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Well im adjusting  to two 1500 panels and don't want to fry my  girls so im thinking a light meter will help me better determine  where the panels should hang above  the top of the plants.

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I bought the hydrofarm hand held quantum par meter and found that there are a number of issues with trying to measure par.

First is the accuracy of the meter.  I saw online that the majority of par meters go for 300-500 and the hydro farm unit is 100-150.   At this point I am not confident in the accuracy.  My interest was in trying to come up with some objective decision point as to when my gavita bulbs need changing.    I measured 8 new ones and my 8 year old ones to create a baseline.    I also experimented with changing out the reflector (Gavita claims the aluminum gets so hot it oxidizes and needs to be changed with the bulb).  It made a slight difference.   The reason for my lack of confidence in the accuracy of the meter is I am getting readings in the 1500 to 1000 range and there is no reports of numbers that high in any of the literature.   That said I just want to compare new vs. old so "absolute accuracy was not a problem, but it would be nice.

The second issue with a hand held is positioning.  A slight tilt in your hand held probe yields significant differences in readings.  Also you want repeatable locations.   I ended up setting a series of screws in the ceiling at different distances from the bulb and mounting the probe on a stick (end of the stick fit over the screw) so that I was always in the same location for every measurement going forward.   Most of the magazine reviews you see of lamps use a grid that is laid on the floor and they then create a series of reading on the grid.   This is a nice lab approach, but I used the ceiling as my measuring point since I wanted to be able to measure with plants present and using the floor was just impractical.

Anyway, hope my personal experience helps with your plans going forward.

 

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I have the hydro farm but it measures candles to watts. I love it ,, has a 10x feature for HID and 5x for low outputs. cost was 90.00 ebay. seems accurate for HID not sure it measures par but can likely be converted..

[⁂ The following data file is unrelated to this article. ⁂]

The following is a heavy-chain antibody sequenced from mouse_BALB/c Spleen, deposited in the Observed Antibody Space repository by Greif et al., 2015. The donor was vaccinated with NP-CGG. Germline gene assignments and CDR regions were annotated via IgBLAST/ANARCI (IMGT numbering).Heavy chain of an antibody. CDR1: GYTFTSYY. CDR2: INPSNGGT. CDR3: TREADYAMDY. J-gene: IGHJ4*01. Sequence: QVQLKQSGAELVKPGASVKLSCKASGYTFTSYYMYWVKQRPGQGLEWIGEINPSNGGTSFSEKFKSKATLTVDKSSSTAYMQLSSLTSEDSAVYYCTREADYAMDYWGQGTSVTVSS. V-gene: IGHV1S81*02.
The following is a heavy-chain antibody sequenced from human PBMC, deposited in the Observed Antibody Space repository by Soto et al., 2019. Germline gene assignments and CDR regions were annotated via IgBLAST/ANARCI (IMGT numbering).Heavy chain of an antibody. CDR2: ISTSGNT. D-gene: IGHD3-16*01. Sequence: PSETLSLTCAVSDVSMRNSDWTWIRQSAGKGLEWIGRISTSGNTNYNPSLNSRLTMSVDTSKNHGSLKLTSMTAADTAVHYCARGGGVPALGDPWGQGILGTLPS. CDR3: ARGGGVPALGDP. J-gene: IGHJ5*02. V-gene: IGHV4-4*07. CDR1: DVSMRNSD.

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On 5/15/2019 at 9:28 PM, Kingdiamond said:

Well im adjusting  to two 1500 panels and don't want to fry my  girls so im thinking a light meter will help me better determine  where the panels should hang above  the top of the plants.

You can treat these like you would an air cooled 1000 HPS. Same distance to tops.

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On 5/16/2019 at 10:41 AM, semicaregiver said:

I bought the hydrofarm hand held quantum par meter and found that there are a number of issues with trying to measure par.

First is the accuracy of the meter.  I saw online that the majority of par meters go for 300-500 and the hydro farm unit is 100-150.   At this point I am not confident in the accuracy.  My interest was in trying to come up with some objective decision point as to when my gavita bulbs need changing.    I measured 8 new ones and my 8 year old ones to create a baseline.    I also experimented with changing out the reflector (Gavita claims the aluminum gets so hot it oxidizes and needs to be changed with the bulb).  It made a slight difference.   The reason for my lack of confidence in the accuracy of the meter is I am getting readings in the 1500 to 1000 range and there is no reports of numbers that high in any of the literature.   That said I just want to compare new vs. old so "absolute accuracy was not a problem, but it would be nice.

The second issue with a hand held is positioning.  A slight tilt in your hand held probe yields significant differences in readings.  Also you want repeatable locations.   I ended up setting a series of screws in the ceiling at different distances from the bulb and mounting the probe on a stick (end of the stick fit over the screw) so that I was always in the same location for every measurement going forward.   Most of the magazine reviews you see of lamps use a grid that is laid on the floor and they then create a series of reading on the grid.   This is a nice lab approach, but I used the ceiling as my measuring point since I wanted to be able to measure with plants present and using the floor was just impractical.

Anyway, hope my personal experience helps with your plans going forward.

 

I have been using the hydrofarm PAR meter for almost a year now and it works perfectly.

These meters work for the experienced grower who understands how the lights they have been using work with the plants they have been growing.

The experienced grower has tried everything as far as light distance and plant growth with their HID lighting. They know what their plants like.

These meters put numbers to results so you can cross reference to new sources of lighting, like LED. 

Use your experience as a baseline and then put numbers to what has worked for you.

Write it all down as a reference and you will be able to switch lights without so much guess work.